Tuesday Newspaper round up.

David Cameron has said he wants state-backed Royal Bank of Scotland to speed up restructuring and has refused to rule out giving the government’s share in the bank to the public. The government owns 82pc of RBS after pumping in 45bn pounds of capital when the bank neared collapse in 2008. Speaking in India during a trip aimed at drumming up trade and investment, the prime minister made it clear he was keen to return the bank to private ownership as soon as possible and wanted it to step up its efforts to overhaul itself. [The Telegraph]

BP has squared up for a court fight against the US government over the 2010 Deepwater Horizon disaster, arguing that the penalties it is likely to face should be far below the $20bn or more that some estimates have suggested. With less than a week to go before the civil trial over the oil spill in the Gulf of Mexico, BP has indicated it does not expect to reach a civil settlement with the US Department of Justice and intends to fight in court to reduce its liability. Rupert Bondy, BP’s general counsel, told the Financial Times that the penalty BP faces under the Clean Water Act could be well below $5bn. The company argues that factors including the causes of the accident, the oil captured by BP before it leaked into the gulf, and its efforts to clean up the oil afterwards would all work to limit the penalties it faced. [Financial Times]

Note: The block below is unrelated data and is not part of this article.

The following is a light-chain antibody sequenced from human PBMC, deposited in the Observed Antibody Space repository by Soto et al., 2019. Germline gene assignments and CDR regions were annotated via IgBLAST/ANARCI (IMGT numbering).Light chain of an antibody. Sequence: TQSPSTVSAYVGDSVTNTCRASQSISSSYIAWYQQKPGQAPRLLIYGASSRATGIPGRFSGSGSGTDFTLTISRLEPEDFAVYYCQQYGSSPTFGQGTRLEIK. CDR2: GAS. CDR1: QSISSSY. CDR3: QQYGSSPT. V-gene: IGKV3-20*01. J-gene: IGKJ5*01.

The escalating horsemeat scandal has ensnared two of the biggest names in the food industry, Nestlé, the world’s number-one food maker, and JBS, the largest beef producer by sales. Switzerland-based Nestlé on Monday removed pasta meals from shelves in Italy and Spain and suspended deliveries of all processed products containing meat from German supplier, H.J. Schypke, after tests revealed traces of horse DNA above 1 per cent. Nestlé said it had informed the authorities. […] JBS late on Monday moved to distance itself from the scandal, saying none of the tainted products came from its factories and clarifying that H.J. Schypke “is not in any way part of the JBS Group”. [Financial Times]

The fierce struggle for control of Bumi plc is set to go down to the wire after one of the troubled coalminer’s Indonesian investors changed the balance of power yesterday by selling a 10 per cent stake. In a surprise move days before a crucial shareholder meeting that could decide Bumi’s future, Rosan Roeslani agreed to offload his holding to two hedge funds and a company controlled by another rich Indonesian. The last-minute sale has changed the takeover battle’s complicated arithmetic and makes it less likely that Nat Rothschild will succeed with plans to make sweeping changes to Bumi’s board at the emergency general meeting on Thursday, insiders said. [The Times]

Clashes broke out at Madrid’s main airport yesterday as police charged at hundreds of Iberia workers striking over job cuts imposed by the airline’s parent company in London. Strikers trying to force their way into Terminal Four at Madrid-Barajas were initially repelled by police, although they were allowed in later. The protesters waved banners criticising Willie Walsh, the chief executive of International Airlines Group, which owns British Airways and Iberia. One of them read: “Iberia for sale.” Some strikers stood at BA check-in desks to protest against the “sale to the English of a company with the brand of Spain”. [The Times]